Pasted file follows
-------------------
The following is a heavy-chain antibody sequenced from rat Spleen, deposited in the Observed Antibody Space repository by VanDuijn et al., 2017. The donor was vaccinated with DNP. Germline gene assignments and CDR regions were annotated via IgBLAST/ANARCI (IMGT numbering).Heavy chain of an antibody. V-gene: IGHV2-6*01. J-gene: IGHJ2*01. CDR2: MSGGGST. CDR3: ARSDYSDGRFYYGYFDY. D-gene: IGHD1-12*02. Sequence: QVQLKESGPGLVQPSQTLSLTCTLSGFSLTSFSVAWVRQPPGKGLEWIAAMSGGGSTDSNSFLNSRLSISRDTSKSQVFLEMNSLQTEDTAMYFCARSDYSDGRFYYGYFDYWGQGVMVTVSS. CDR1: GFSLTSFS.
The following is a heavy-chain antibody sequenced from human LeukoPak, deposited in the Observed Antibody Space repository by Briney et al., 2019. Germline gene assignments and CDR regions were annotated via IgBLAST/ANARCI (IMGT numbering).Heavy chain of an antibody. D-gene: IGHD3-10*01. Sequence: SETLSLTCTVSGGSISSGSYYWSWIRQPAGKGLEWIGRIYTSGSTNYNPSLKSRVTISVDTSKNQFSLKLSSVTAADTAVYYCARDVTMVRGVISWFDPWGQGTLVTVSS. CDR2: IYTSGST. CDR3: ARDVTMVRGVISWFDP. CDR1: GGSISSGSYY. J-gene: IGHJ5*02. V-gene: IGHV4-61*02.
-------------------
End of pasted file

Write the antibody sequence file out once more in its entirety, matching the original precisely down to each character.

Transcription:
The following is a heavy-chain antibody sequenced from rat Spleen, deposited in the Observed Antibody Space repository by VanDuijn et al., 2017. The donor was vaccinated with DNP. Germline gene assignments and CDR regions were annotated via IgBLAST/ANARCI (IMGT numbering).Heavy chain of an antibody. V-gene: IGHV2-6*01. J-gene: IGHJ2*01. CDR2: MSGGGST. CDR3: ARSDYSDGRFYYGYFDY. D-gene: IGHD1-12*02. Sequence: QVQLKESGPGLVQPSQTLSLTCTLSGFSLTSFSVAWVRQPPGKGLEWIAAMSGGGSTDSNSFLNSRLSISRDTSKSQVFLEMNSLQTEDTAMYFCARSDYSDGRFYYGYFDYWGQGVMVTVSS. CDR1: GFSLTSFS.
The following is a heavy-chain antibody sequenced from human LeukoPak, deposited in the Observed Antibody Space repository by Briney et al., 2019. Germline gene assignments and CDR regions were annotated via IgBLAST/ANARCI (IMGT numbering).Heavy chain of an antibody. D-gene: IGHD3-10*01. Sequence: SETLSLTCTVSGGSISSGSYYWSWIRQPAGKGLEWIGRIYTSGSTNYNPSLKSRVTISVDTSKNQFSLKLSSVTAADTAVYYCARDVTMVRGVISWFDPWGQGTLVTVSS. CDR2: IYTSGST. CDR3: ARDVTMVRGVISWFDP. CDR1: GGSISSGSYY. J-gene: IGHJ5*02. V-gene: IGHV4-61*02.